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Looking for something to do in New York? See Maren Morris at Radio City Music Hall, or take in Maurice Chestnut’s dance tribute to A Tribe Called Quest on Little Island.
July 31 at 7 p.m. at Joe’s Pub, 425 Lafayette Street, Manhattan; publictheater.org.
D’yan Forest may have seen it all in her several decades as a performer, which she documents in her memoir “I Did It My Ways,” published last year. In the early 1960s, she devoted herself to cabaret after leaving Boston for France following a divorce. Her career brought her to New York, where she began singing and playing the piano, eventually pivoting to comedy in her 60s. Though you’ll often find her at Gotham Comedy Club, Sunday’s performance at Joe’s Pub is extra special: She’s celebrating her 88th birthday.
In her show, “Swinging on the Seine,” she’ll tell jokes and play the ukulele while dishing about finding new love and more during her early days in Paris, and what she found when she returned there as an octogenarian. Tickets are $15, with a two-drink or $12 food minimum, and are available on the Public Theater’s website. SEAN L. McCARTHY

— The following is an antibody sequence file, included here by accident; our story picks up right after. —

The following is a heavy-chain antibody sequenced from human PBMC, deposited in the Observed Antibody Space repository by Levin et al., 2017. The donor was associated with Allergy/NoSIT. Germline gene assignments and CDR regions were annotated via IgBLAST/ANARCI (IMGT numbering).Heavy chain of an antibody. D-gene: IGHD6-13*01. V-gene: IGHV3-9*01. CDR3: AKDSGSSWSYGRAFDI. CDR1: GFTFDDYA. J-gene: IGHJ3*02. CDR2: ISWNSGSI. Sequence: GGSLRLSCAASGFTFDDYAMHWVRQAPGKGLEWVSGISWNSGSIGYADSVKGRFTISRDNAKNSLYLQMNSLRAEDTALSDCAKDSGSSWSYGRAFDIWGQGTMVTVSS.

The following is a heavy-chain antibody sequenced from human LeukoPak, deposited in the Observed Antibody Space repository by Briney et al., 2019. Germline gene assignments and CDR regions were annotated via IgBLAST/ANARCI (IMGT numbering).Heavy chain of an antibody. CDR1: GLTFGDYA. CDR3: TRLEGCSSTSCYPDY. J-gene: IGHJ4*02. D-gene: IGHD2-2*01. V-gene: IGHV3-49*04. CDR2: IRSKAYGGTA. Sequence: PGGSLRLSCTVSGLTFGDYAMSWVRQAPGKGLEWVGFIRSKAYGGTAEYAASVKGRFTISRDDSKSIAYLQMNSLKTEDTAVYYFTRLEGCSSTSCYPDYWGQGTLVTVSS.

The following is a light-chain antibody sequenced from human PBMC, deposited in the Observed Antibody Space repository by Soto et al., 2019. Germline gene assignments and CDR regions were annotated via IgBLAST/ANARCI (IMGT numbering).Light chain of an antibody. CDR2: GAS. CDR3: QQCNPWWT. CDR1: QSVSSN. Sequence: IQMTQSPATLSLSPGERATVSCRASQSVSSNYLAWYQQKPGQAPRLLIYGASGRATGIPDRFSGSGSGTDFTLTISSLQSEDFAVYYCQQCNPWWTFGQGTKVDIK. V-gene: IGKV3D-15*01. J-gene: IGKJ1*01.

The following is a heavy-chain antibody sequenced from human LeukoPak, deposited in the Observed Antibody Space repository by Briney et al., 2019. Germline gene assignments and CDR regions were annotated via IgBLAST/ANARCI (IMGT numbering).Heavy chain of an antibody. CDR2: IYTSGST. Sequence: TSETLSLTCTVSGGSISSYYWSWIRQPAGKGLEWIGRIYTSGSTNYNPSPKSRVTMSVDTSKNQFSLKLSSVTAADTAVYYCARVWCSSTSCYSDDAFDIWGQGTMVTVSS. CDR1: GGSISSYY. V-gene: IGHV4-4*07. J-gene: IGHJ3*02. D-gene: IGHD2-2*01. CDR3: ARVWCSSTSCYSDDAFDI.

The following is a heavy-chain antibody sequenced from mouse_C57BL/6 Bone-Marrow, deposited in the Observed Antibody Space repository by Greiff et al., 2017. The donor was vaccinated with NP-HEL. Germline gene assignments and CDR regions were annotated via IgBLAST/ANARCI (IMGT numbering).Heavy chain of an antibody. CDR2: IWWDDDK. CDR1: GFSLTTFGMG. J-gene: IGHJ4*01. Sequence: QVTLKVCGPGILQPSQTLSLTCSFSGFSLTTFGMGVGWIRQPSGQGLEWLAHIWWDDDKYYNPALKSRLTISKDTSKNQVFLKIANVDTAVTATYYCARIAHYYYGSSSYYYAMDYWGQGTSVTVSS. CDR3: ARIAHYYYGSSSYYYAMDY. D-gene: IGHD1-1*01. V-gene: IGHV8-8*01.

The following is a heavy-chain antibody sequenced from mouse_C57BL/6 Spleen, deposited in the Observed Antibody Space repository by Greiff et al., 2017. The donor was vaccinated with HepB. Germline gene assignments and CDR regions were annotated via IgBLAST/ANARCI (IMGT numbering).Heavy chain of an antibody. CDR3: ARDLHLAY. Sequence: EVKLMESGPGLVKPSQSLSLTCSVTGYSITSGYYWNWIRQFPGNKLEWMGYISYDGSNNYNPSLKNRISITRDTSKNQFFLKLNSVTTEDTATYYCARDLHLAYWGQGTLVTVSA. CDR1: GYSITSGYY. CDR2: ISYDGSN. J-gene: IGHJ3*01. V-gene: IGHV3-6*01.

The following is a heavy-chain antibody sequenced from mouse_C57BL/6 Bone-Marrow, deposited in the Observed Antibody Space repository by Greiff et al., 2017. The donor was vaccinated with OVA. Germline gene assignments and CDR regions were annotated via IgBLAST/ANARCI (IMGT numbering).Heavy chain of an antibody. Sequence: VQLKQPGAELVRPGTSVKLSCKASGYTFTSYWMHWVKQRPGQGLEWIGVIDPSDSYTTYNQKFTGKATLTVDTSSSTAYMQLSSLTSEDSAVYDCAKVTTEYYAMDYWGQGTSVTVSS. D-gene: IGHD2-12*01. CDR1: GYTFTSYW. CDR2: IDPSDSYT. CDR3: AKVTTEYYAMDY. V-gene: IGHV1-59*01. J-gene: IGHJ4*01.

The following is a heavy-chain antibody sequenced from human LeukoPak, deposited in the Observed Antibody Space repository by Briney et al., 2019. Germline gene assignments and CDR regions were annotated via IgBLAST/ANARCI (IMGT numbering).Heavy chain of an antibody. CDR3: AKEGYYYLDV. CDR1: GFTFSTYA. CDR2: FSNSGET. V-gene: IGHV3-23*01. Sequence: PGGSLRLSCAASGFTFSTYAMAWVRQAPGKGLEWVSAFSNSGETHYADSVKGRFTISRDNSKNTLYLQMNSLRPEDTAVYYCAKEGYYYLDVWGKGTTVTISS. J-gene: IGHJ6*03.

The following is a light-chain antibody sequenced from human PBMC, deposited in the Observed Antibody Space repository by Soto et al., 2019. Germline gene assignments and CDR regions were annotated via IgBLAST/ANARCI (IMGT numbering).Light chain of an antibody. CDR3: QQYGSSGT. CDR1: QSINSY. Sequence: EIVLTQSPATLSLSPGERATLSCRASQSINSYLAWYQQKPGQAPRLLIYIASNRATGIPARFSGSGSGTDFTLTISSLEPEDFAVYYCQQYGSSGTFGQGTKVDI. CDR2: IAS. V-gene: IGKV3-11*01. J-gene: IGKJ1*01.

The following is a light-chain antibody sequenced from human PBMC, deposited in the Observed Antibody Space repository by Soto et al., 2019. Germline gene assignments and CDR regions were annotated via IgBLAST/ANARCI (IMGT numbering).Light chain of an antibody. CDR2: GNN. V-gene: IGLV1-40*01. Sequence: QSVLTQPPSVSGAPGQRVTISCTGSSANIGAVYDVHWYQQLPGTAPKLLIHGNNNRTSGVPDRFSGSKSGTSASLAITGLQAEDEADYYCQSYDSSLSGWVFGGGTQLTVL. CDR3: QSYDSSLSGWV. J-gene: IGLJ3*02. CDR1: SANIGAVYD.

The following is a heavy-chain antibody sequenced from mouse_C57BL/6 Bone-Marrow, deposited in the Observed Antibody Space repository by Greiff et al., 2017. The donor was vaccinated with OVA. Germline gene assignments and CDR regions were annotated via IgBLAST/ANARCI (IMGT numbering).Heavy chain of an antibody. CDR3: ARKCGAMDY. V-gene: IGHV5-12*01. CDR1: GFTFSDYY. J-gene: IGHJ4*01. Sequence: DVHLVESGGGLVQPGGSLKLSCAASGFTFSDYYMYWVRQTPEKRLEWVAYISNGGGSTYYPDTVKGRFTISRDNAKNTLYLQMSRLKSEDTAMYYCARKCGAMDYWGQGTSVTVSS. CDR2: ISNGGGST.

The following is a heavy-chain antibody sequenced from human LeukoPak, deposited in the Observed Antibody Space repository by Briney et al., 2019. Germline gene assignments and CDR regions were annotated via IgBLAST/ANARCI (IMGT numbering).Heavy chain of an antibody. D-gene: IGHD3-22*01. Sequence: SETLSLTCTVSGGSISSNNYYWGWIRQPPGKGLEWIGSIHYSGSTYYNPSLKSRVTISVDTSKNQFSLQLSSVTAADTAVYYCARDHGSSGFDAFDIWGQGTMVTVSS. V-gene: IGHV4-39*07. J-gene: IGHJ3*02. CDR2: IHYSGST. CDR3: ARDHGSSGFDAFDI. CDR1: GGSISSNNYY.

Pop & Rock
July 29 at 8 p.m. at Radio City Music Hall, 1260 Sixth Avenue, Manhattan; msg.com.
Maren Morris was already a fixture of Nashville’s songwriting circuit when she first scored hits of her own. In 2016, “80s Mercedes” and “My Church” — “the one about a car and the one about a church,” as she affectionately calls the songs in “Circles Around This Town,” a recent single that reflects on her hard-won success — took off on country radio. But it was “The Middle,” her 2018 crossover megahit with the EDM producer Zedd, that introduced her walloping voice to more mainstream audiences. Following her turn in the Top 40, Morris could have redeemed a one-way ticket to pop stardom. Instead, she has continued to flirt with pop influences while remaining grounded in Nashville.